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I have a monolith application in .net core 3.0 with entity framework core 3.0. using:

  • a table with ~3 million records. Its structure is BusinessUnitId | ProfileId | Amount(it has more fields, but these are important ones);
  • another table that looks like this: ProfileId | Price.

When I need to generate report for all Business Units, I have to read ~3kk records from one table, then match profiles with their price, then generate view model and send it.

Problem is - it takes more than one minute, and this report should appear on web page in form of table, i.e. take not more than ~5 seconds.

I tried to create separate table just for this report, but it's population/recalculation takes like 10 minutes. Currently I think that I will move report data to separate table and make a service that will update it when needed.

What is best practice or standard approach for these kind of problems, when you need to calculate huge amount of data in run time/perform queries that take long to execute, but need it to be fast?

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    The "best practice" is "move report data to separate table and make a service that will update it when needed". And I guess there is no need to update the separate table whenever the data in source table changes. Once in a fixed time interval (like every 24 hours, or once a week) is probably precise enough (but you have to speak with your users to find out what's appropriate).
    – Doc Brown
    Feb 19 '20 at 12:35
  • Problem is, it's not report, i just don't know how I should call it. By it's structure and amount of data it is report, but it should be displayed on specific web page, i.e. user does not expect it to be a report, so there should be no wait time. Thanks for your answer, I'll try this approach.
    – Jamil
    Feb 19 '20 at 12:49
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If the purpose is to display on a page the first step is to limit the amount of data returned. No one can process 3 million rows at once, find ways to limit the data returned. Requiring search criteria or only returning X rows per page can drastically speed up performance with no real impact to usability. Ensure you are using SQL to create the result set, and not using Entity Framework to get all of table A and all of Table B then combining in application memory, this is massively wasteful of resources. With proper indexes a simple join even over 3 million rows (which you should never really have to do) shouldn't be taking that long. A stored procedure may be a better option than relying on Entity Framework to generate the SQL, the ability to have a cached execution plan may also lead to some performance gains. Remember a database is far more than simple data storage, it is really good at taking that data and transforming it into all sorts of result sets, use that power rather than try to weakly re implement it.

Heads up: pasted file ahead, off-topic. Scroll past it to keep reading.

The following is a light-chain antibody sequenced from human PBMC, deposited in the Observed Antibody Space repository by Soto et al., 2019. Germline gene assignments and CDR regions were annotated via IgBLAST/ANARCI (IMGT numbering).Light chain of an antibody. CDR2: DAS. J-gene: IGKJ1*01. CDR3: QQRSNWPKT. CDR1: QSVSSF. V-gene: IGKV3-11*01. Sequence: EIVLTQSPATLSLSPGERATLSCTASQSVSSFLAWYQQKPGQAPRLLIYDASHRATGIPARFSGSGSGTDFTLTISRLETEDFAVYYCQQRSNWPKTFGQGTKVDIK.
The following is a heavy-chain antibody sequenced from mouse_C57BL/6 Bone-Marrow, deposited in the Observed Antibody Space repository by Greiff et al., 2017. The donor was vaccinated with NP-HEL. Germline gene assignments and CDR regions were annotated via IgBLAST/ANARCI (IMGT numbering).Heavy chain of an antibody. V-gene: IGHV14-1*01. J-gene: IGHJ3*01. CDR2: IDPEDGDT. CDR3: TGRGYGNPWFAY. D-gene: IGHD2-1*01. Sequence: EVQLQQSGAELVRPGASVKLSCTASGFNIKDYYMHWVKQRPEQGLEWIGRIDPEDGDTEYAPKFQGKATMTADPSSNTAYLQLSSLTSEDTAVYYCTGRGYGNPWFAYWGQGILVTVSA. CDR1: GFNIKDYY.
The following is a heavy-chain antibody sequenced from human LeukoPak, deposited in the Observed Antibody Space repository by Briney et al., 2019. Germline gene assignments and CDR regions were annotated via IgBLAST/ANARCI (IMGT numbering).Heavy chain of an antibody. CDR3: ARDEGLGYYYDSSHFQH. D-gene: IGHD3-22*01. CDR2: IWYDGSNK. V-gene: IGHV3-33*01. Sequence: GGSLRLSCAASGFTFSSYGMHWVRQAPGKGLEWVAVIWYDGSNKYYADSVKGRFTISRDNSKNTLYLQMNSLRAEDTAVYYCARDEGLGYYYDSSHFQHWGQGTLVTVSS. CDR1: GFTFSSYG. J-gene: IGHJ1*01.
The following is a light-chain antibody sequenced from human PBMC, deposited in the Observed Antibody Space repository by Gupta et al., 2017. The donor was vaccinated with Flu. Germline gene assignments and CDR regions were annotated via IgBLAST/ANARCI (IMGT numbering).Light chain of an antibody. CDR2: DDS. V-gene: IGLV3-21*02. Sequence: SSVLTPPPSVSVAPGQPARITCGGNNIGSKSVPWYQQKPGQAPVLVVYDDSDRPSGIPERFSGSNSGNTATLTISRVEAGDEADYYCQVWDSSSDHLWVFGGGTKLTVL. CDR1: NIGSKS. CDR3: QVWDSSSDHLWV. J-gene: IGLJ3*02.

In extreme cases reporting tables can be used that store the data in a de-normalized format for faster reads. These can be maintained by triggers on the underlying tables or scheduled jobs to pull in changes. This is generally done to avoid locking the underlying tables for reporting purposes, or because data relationships are complex and take significant time to calculate. In the case of two tables that simply results in a lot of rows, there isn't going to be much benefit.

In either case the true key is to not try and send 3 million records over the wire. The transmission time for that is going to be the biggest bottleneck, and their isn't anything you can do about it through programming. Always try to do as much filtering as possible at the database level so you can send the smallest possible amount of data to your app and to your user.

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  • I don't need to send 3 million rows, I need to process them and return ~1k rows maximum.
    – Jamil
    Feb 20 '20 at 6:16
  • @Jamil what do you mean by process them? a simple join on an ID with a where clause in SQL should only take seconds or less to get 1k rows.
    – Ryathal
    Feb 20 '20 at 13:05
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Something has to be off with your query. Is the ProfileId a foreign key and are you using Include to load the related data?

If you can live with older data, it's most effective to cache the data, either explicitly or even as the view model.

The other option is to periodically regenerate the data using a scheduler. If you are on SQL server, it comes with a scheduler called agent that directly accepts SQL scripts.

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When I need to generate report for all Business Units, I have to read ~3kk records from one table, then match profiles with their price, then generate view model and send it.

This suggests that you are running one query to get a set of data, then looping through that to query another. This is painfully easy to do with things like Entity Framework and performs appallingly badly (this "1+N Query" model is also untunable and unscaleable).

From the simple data you've described, you should need only one query:

select 
  bu.BusinessUnitId 
, bu.Amount 
, p.ProfileId 
, p.Price 
, . . . 
from       BusinessUnits bu 
inner join Profiles p 
      on   bu.profileId = p.profileId
. . . 

Get the Execution Plan for this query - you may find that you need to add an Index or two to support these join conditions.

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